British Gas will donate 10% of profits to help cut energy bills

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British Gas has pledged to donate 10 percent of its profits “for the duration of the energy crisis” to support families grappling with rocketing bills.

The supplier said the thousands of customers most in need of help would receive an average grant of £750 per household through the British Gas Energy Support Fund, in an announcement made a day earlier, asking regulator Offgame to confirm plans to raise its price. are supposed to. In October the maximum limit increased by 80 percent to £3,553.

The supplier’s pre-tax profit in the first half of 2022 was £98m, meaning its initial contribution would be £9.8m, but it has pledged to increase it to £12m immediately at the peak of winter energy use.

British Gas said it is offering the largest voluntary aid package of any UK energy supplier, with funding totaling £18m over the past eight months, including new funding that will be returned in early 2022 .

“The current cost of living crisis requires all of us to think differently,” said Chris O’Shea, chief executive of Centrica, the parent company of British Gas Energy.

“Giving 10 per cent of our profits for the duration of the energy crisis would mean we can help those who need it most. This increased investment in supporting our clients adds to the financial support and mentorship we already offer and ensures that more grants will be available this winter.

It follows a call for action to “protect businesses, livelihoods and jobs” in a letter to Boris Johnson, Chancellor Nadim Zahavi and both candidates for the Tory leadership.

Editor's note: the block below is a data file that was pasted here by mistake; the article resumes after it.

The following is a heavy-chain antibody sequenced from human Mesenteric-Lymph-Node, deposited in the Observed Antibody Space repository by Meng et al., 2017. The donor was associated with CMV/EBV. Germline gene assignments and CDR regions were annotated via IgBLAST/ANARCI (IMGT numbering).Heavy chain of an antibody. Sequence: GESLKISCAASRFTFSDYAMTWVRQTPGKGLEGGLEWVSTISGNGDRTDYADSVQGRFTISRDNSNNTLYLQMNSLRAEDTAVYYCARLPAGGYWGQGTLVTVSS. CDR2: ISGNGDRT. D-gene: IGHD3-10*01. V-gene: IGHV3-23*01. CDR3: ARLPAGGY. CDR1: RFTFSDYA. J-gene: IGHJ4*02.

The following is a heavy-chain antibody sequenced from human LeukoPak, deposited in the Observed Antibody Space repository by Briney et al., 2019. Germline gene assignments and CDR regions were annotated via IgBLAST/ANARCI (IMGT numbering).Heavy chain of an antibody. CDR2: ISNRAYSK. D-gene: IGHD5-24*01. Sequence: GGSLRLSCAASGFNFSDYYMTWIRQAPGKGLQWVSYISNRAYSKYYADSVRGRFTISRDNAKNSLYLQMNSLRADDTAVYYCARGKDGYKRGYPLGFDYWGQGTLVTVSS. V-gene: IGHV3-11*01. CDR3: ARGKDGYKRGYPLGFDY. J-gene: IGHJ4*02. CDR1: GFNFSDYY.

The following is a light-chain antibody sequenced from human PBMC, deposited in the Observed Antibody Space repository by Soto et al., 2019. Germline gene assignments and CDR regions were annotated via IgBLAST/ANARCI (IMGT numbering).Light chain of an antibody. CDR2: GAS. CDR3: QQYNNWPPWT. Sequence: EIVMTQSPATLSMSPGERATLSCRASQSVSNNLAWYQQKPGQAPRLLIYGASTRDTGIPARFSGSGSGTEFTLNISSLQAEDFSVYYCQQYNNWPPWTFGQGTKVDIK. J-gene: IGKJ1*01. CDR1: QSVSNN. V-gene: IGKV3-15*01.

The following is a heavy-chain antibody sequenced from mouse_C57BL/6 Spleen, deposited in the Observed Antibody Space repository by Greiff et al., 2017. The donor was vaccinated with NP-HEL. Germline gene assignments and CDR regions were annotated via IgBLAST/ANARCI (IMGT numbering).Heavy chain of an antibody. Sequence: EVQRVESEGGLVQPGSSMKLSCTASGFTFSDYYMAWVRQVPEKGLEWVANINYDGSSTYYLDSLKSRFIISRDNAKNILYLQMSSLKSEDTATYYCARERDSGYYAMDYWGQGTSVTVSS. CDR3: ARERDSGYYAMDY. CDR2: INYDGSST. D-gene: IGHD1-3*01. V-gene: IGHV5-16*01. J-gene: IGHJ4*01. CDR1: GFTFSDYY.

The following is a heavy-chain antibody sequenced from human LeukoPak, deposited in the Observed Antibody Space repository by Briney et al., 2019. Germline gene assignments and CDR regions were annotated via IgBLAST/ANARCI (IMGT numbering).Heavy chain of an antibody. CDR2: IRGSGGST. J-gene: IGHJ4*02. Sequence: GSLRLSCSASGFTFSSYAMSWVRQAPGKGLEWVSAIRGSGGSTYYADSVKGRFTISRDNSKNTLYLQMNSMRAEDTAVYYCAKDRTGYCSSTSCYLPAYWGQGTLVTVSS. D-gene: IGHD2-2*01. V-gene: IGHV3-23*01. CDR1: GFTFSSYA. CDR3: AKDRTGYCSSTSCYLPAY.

Trade group urges politicians to consider Covid-style grants for small and medium-sized firms, a temporary 5 percent cut in VAT, and strengthen regulation should be given more power to Offgame, warns : “We just can’t stand to see another month of the same old news. ,

Rishi Sunak has vowed to spend nearly £5bn on support targeted for the most vulnerable through the benefits system when he enters Downing Street, but frontrunner Liz Truss has yet to commit to making any more direct payments Instead of cutting taxes, stopping green levies, supply-side reforms and targeted investment sectors.

But on Thursday, the Resolution Foundation think tank warned that Conservatives should “think the unthinkable” and consider raising income taxes to further support struggling families, calculating that a 1 percent increase – largely for the UK. Funded by the fifth wealthiest families – will raise £9.5bn per year.

Continuing the ongoing wave of petitions for direct government intervention, who is the consumer watchdog? Urged ministers to increase the existing bill exemption by at least 150 per cent or risk putting lakhs of families in financial trouble.

Credit: www.independent.co.uk /

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